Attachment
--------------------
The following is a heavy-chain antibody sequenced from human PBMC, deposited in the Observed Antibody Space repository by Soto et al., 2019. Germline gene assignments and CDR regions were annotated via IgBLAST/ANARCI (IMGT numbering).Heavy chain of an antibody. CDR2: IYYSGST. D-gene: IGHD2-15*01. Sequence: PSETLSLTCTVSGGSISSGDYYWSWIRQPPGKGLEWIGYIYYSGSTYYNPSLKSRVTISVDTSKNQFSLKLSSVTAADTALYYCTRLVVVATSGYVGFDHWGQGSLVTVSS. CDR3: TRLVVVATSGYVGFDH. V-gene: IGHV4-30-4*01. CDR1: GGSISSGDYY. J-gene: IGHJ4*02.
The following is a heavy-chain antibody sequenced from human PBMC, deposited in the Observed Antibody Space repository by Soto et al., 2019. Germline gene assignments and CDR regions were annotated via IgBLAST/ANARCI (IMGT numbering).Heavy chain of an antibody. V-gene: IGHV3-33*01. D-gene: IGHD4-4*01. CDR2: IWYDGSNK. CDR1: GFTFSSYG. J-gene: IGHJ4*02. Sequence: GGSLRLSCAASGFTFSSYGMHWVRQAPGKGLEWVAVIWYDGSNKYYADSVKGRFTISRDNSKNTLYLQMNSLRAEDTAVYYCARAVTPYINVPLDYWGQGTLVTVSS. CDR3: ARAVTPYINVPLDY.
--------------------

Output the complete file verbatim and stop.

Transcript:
The following is a heavy-chain antibody sequenced from human PBMC, deposited in the Observed Antibody Space repository by Soto et al., 2019. Germline gene assignments and CDR regions were annotated via IgBLAST/ANARCI (IMGT numbering).Heavy chain of an antibody. CDR2: IYYSGST. D-gene: IGHD2-15*01. Sequence: PSETLSLTCTVSGGSISSGDYYWSWIRQPPGKGLEWIGYIYYSGSTYYNPSLKSRVTISVDTSKNQFSLKLSSVTAADTALYYCTRLVVVATSGYVGFDHWGQGSLVTVSS. CDR3: TRLVVVATSGYVGFDH. V-gene: IGHV4-30-4*01. CDR1: GGSISSGDYY. J-gene: IGHJ4*02.
The following is a heavy-chain antibody sequenced from human PBMC, deposited in the Observed Antibody Space repository by Soto et al., 2019. Germline gene assignments and CDR regions were annotated via IgBLAST/ANARCI (IMGT numbering).Heavy chain of an antibody. V-gene: IGHV3-33*01. D-gene: IGHD4-4*01. CDR2: IWYDGSNK. CDR1: GFTFSSYG. J-gene: IGHJ4*02. Sequence: GGSLRLSCAASGFTFSSYGMHWVRQAPGKGLEWVAVIWYDGSNKYYADSVKGRFTISRDNSKNTLYLQMNSLRAEDTAVYYCARAVTPYINVPLDYWGQGTLVTVSS. CDR3: ARAVTPYINVPLDY.